Back to the basics  


Their journey however, lacked the smooth and groovy rhythm that defines their music. “When I started out, many people tried to indicate that this [hip-hop] was not for me. It was hard for me to explain to my parents as well. But when I appeared on TV for the first time, alongside [popular Indian playback singer] Benny Dayal, for an award show, I still remember, it was 9 pm and the streets of Dharavi were empty because they were all watching me on TV,” Sebastian remembers, resonating the emotions of many young artistes from Dharavi pursuing hip-hop today.


For most of them, the story begins with a phone. Sebastian says that the pandemic has somehow catapulted them back to those first few years. “It has been a difficult time for us, especially here in Dharavi, because so many youngsters in this locality are looking to pursue hip-hop as a career. So much so, that we have a school for hip hop here, called The After School of Hip Hop co-founded by Universal Music India and a digital firm called Qyuki, which was established by the late Sameer Bangara, who recently lost his life to a deadly accident in June. So, it’s a culture here. But in the past months, there have been no events, recordings or rehearsals,” Sebastian laments, adding that this is an additional challenge for artistes like him, and all other members of DU, considering that music is their full-time job. “We have been encouraging people to stay safe and not gather in crowds, so it won’t be correct for us to not follow the same,” he says, explaining why recording and shooting has been impeded.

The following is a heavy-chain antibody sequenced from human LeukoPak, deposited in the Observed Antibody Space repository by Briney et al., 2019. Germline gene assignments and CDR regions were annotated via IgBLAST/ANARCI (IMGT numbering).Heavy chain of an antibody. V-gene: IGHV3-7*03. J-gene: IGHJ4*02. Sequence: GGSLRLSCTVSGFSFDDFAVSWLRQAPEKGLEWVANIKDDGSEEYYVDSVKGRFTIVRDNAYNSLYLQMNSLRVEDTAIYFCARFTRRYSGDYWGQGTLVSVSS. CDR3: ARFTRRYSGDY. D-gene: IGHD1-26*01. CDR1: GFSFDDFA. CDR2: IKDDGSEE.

As it were, Sebastian and team are now back to recording and shooting music on their phones in the absence of full-fledged music recording services. “It’s depressing, because it reminds you of those first few months…” he shares. 


Give it up for Dharavi 


Be that as it may, the pandemic hasn’t been able to dampen their spirit. Holed up inside their elbow-room homes, members of DU have been writing and composing like never before. “We have about 11 tracks ready and are planning to drop our debut album under the Dharavi United banner, called Straight Out of Dharavi.” Expect songs about life in Mumbai with a focus on the essence of Dharavi. Elaborating on this, Sebastian says, “Dharavi is like any other locality in Mumbai, but still when you mention the place people seem to have misconceptions and assumptions about people from here.” The idea is to offer a glimpse of what Dharavi is all about. 


But what is Dharavi really? Sebastian says, “It’s a city of its own. We have so many small-scale businesses out here, whether it’s leather, goods or eatables. Dharavi contributes heavily to Mumbai’s economy. It is a hub of tourism. In fact, it is the most visited place after Gateway of India. Even an idli vendor who travels to South Mumbai provides a service to Mumbaikars, and yet, its people are neglected by the authorities. It’s hard not to talk about these things.” 


At the heart of collectives like DU and 7Bantaiz, or the music emerging out of Dharavi, lies the desire to be perceived in a new light, stripped off preconceived notions or simply put. There's a longing to be heard. Well, what better way to do that than through music. 


Image: Dharavi United